Planning through cyclists’ eyes...


Tuesday, February 19th 2013
12:00 - 1:00 pm
IURD | UC Berkeley

Planning through cyclists’ eyes:
Exploring intention to cycle and cyclists’ route preferences in the Greek context

Dimitris Milakis
Marie Curie Research Fellow IURD|UC Berkeley, TLO|TU Delft

Abstract: Greek cities represent a typical example of the “paradox of intensification”. Although they are compact, car-restriction policies are absent, while cycle infrastructure are extremely limited, resulting in low levels of bicycle use. Younger age social groups have recently begun demanding more cycle infrastructures, while some local municipalities have developed new cycle networks. Public acceptance is a key factor for the success of these initiatives. The lecture will present two studies aimed: a) to explore, through social psychology methods, the intention of a Greek city’s residents to use a new cycle network (Milakis, 2013)  and b) to plan the metropolitan cycle network of Athens using participative multicriteria methods (Milakis et al., 2012). New evidence on the relationship between attitudes, norms, Perceived Behavioural Control, habit and intentions to cycle are presented, along with a methodological way to explore what is important from the cyclist’s point of view in cycle network planning.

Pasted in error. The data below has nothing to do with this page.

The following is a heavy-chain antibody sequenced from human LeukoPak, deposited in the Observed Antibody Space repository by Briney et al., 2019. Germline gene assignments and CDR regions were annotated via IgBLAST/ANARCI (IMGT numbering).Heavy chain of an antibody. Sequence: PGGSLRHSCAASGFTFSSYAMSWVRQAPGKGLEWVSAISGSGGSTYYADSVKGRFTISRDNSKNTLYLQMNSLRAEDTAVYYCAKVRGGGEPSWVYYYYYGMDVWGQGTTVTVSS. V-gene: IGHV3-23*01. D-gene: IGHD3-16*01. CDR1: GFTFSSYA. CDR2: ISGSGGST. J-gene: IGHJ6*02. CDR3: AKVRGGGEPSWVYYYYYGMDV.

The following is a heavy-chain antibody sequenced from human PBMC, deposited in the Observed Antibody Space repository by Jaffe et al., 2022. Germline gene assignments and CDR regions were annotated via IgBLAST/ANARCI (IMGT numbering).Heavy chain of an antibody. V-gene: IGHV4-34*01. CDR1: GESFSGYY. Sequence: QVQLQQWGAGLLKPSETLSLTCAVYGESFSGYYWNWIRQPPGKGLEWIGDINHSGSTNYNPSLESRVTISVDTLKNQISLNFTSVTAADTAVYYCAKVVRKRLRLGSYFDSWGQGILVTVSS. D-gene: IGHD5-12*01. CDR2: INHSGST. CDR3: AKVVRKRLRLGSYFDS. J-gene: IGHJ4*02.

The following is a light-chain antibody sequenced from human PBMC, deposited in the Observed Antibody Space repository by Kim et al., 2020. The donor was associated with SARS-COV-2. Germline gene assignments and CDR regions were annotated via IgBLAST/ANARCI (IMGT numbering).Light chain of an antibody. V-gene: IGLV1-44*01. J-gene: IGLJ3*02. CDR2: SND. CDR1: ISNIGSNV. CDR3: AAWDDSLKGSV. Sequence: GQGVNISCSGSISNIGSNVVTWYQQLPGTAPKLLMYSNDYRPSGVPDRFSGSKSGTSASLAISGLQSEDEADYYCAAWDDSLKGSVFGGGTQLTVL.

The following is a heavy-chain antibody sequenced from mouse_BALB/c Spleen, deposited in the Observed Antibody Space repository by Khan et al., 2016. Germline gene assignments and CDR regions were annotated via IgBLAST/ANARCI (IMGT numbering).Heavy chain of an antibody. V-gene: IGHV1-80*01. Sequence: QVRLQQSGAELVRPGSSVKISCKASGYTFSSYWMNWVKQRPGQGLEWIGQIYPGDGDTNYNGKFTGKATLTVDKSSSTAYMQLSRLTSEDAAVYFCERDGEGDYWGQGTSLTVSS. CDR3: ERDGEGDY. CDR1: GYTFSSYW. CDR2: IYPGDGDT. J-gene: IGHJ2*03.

References
Milakis, D., (2013). Will Greeks cycle? Exploring intention and attitudes in the case of the new bicycle network of Patras. (forthcoming) 
Milakis, D., Athanasopoulos, K., Vafeiadis, E., Vasileiadis, K., Vlastos, Th., (2012). Planning of the Athens metropolitan cycle network using participative multicriteria GIS analysis. Procedia - Social and Behavioral Sciences 48: 816-826.


 

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